In the Earth System, energy and matter are exchanged by cycles, connections, between the spheres. In this activity we will explore the hydrologic (water) cycle, Wilson cycle, Milankovitch cycles, and biogeochemical cycles like the carbon, nitrogen and sulfur, and phosphorus cycles.
The Hydrologic (Water) Cycle
The hydrologic cycle involves the continuous circulation of water in the Earth-Atmosphere system. At its core, the water cycle is the motion of the water from the ground to the atmosphere and back again. Of the many processes involved in the hydrologic cycle, the most important are, evaporation, transpiration, condensation, precipitation, and runoff.
Movement of the tectonic plates through time to rift continents. This cycle initiates with a continental rift which breaks up a continent, and leads to the formation of an ocean basin between two lithospheric plates.
Milankovitch cycles are related to Earth’s place in space, sometimes referred to as the exosphere. The shape of Earth's orbit (eccentricity), angle Earth's axis is tilted with respect to Earth's orbital plane (obliquity), and the direction Earth's axis of rotation is pointed (precession).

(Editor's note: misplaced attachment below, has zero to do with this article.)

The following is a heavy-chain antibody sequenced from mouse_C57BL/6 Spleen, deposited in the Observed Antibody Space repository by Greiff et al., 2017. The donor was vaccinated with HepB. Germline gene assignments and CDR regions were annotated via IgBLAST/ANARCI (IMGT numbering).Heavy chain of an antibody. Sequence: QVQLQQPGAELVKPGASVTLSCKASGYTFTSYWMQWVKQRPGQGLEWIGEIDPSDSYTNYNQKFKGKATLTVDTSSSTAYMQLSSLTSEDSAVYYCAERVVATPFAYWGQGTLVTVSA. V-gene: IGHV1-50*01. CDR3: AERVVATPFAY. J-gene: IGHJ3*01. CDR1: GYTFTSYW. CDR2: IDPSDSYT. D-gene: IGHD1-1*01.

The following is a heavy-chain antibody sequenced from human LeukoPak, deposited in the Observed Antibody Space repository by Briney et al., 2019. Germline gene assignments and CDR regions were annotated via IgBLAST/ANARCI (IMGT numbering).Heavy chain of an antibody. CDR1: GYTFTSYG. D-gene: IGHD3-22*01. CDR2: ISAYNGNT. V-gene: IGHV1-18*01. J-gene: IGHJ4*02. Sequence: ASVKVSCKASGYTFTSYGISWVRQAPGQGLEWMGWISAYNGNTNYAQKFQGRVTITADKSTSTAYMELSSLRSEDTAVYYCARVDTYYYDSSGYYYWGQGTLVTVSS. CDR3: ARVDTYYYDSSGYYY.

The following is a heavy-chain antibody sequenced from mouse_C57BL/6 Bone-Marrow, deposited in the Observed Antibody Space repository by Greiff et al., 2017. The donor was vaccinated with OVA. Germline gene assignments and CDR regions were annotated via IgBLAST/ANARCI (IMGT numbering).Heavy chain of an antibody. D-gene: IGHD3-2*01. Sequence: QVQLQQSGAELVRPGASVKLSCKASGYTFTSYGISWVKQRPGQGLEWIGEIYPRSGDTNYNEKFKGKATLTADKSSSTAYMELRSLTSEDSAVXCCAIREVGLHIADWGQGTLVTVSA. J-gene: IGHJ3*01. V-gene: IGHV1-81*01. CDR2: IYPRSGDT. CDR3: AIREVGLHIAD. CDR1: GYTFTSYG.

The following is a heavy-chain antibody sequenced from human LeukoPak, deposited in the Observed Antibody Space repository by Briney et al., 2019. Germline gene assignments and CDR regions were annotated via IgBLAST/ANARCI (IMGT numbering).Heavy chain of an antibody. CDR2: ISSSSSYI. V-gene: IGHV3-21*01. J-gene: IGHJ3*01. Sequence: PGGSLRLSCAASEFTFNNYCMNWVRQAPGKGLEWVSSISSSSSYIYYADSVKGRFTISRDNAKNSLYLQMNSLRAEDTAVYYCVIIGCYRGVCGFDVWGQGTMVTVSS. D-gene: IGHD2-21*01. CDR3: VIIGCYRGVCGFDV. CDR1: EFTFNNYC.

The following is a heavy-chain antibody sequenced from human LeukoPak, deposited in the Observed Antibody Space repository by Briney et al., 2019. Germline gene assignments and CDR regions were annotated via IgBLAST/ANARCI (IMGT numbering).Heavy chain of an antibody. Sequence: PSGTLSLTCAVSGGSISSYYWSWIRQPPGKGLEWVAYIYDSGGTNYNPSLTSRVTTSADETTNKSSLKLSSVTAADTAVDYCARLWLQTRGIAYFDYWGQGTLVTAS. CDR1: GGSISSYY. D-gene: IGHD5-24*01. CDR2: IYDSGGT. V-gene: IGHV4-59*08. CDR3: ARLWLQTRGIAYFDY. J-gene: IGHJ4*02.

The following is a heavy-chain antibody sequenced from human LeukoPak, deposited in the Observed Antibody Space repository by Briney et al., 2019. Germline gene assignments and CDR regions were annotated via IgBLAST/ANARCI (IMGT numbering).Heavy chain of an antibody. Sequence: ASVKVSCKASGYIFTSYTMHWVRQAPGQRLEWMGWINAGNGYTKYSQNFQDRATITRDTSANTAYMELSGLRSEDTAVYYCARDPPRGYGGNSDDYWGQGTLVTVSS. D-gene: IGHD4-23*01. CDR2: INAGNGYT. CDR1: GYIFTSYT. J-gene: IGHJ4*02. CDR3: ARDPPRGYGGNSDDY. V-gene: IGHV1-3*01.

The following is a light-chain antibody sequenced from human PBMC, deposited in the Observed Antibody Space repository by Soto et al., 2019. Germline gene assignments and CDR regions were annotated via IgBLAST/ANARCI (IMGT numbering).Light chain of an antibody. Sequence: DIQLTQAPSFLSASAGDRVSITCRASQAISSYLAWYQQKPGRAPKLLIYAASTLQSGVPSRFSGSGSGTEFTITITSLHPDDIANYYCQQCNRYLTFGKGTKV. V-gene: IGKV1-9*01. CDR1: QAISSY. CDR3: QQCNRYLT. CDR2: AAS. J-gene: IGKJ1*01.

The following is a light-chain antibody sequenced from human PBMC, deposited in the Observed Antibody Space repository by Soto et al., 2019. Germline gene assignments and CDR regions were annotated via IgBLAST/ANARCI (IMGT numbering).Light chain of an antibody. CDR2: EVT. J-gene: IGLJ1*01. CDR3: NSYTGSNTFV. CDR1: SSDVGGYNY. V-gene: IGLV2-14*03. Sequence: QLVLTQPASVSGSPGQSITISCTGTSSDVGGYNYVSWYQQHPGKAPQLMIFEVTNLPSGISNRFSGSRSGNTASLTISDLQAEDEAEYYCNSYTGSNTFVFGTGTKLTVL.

A biogeochemical cycle is a pathway by which a chemical substance moves through biotic (biosphere) and abiotic (geosphere, atmosphere, and hydrosphere) compartments of Earth. These cycles include the carbon, nitrogen and sulfur, and phosphorus cycles.
1. Select a cycle from those listed above. Search the internet for information regarding your cycle.
a. Which spheres do you think your cycle connects?
b. How do you think this cycle is important to geology?
Figure 1.4: “The Water Cycle” (Public Domain; Howard Perlman and John Evans, USGS)
Figure 1.5: Derivative of “Rock Cycle in Wilson Cycle” (CC-BY-SA 4.0; Fabirichter via Wikimedia Commons) by Chloe Branciforte.
Figure 1.6: “Milankovitch Cycles and Their Role in Earth's Climate” (Public Domain; NASA/JPL-Caltech)
Figure 1.7: “Carbon in Deep Earth” (CC-BY-SA 4.0; Mice of Mu via Wikimedia Commons)
Figure 1.8: “Nitrogen Cycle” (Public Domain; EPA)